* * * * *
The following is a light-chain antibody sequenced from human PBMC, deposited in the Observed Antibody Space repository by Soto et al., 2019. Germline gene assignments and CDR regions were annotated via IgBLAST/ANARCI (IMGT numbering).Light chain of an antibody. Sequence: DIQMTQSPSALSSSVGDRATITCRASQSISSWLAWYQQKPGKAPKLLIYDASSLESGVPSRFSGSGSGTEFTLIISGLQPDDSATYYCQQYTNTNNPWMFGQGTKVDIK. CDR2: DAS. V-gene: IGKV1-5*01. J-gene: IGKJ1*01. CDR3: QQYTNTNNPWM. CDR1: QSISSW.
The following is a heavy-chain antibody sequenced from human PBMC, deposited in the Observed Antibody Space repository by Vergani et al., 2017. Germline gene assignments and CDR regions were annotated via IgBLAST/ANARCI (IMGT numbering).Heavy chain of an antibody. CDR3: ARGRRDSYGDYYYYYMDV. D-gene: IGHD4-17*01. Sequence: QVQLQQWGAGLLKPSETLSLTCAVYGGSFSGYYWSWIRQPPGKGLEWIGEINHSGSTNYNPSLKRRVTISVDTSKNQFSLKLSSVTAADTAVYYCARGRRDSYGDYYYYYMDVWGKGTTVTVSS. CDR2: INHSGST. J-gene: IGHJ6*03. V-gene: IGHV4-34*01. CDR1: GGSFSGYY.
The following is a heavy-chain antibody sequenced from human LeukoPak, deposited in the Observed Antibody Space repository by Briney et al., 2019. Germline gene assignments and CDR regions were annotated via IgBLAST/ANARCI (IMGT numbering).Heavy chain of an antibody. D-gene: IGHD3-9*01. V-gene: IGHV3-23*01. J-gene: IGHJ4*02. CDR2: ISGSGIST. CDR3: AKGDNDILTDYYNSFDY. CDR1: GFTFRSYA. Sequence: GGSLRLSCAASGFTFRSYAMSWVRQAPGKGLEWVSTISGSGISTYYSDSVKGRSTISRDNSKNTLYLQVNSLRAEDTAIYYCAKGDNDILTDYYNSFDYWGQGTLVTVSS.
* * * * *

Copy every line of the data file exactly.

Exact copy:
The following is a light-chain antibody sequenced from human PBMC, deposited in the Observed Antibody Space repository by Soto et al., 2019. Germline gene assignments and CDR regions were annotated via IgBLAST/ANARCI (IMGT numbering).Light chain of an antibody. Sequence: DIQMTQSPSALSSSVGDRATITCRASQSISSWLAWYQQKPGKAPKLLIYDASSLESGVPSRFSGSGSGTEFTLIISGLQPDDSATYYCQQYTNTNNPWMFGQGTKVDIK. CDR2: DAS. V-gene: IGKV1-5*01. J-gene: IGKJ1*01. CDR3: QQYTNTNNPWM. CDR1: QSISSW.
The following is a heavy-chain antibody sequenced from human PBMC, deposited in the Observed Antibody Space repository by Vergani et al., 2017. Germline gene assignments and CDR regions were annotated via IgBLAST/ANARCI (IMGT numbering).Heavy chain of an antibody. CDR3: ARGRRDSYGDYYYYYMDV. D-gene: IGHD4-17*01. Sequence: QVQLQQWGAGLLKPSETLSLTCAVYGGSFSGYYWSWIRQPPGKGLEWIGEINHSGSTNYNPSLKRRVTISVDTSKNQFSLKLSSVTAADTAVYYCARGRRDSYGDYYYYYMDVWGKGTTVTVSS. CDR2: INHSGST. J-gene: IGHJ6*03. V-gene: IGHV4-34*01. CDR1: GGSFSGYY.
The following is a heavy-chain antibody sequenced from human LeukoPak, deposited in the Observed Antibody Space repository by Briney et al., 2019. Germline gene assignments and CDR regions were annotated via IgBLAST/ANARCI (IMGT numbering).Heavy chain of an antibody. D-gene: IGHD3-9*01. V-gene: IGHV3-23*01. J-gene: IGHJ4*02. CDR2: ISGSGIST. CDR3: AKGDNDILTDYYNSFDY. CDR1: GFTFRSYA. Sequence: GGSLRLSCAASGFTFRSYAMSWVRQAPGKGLEWVSTISGSGISTYYSDSVKGRSTISRDNSKNTLYLQVNSLRAEDTAIYYCAKGDNDILTDYYNSFDYWGQGTLVTVSS.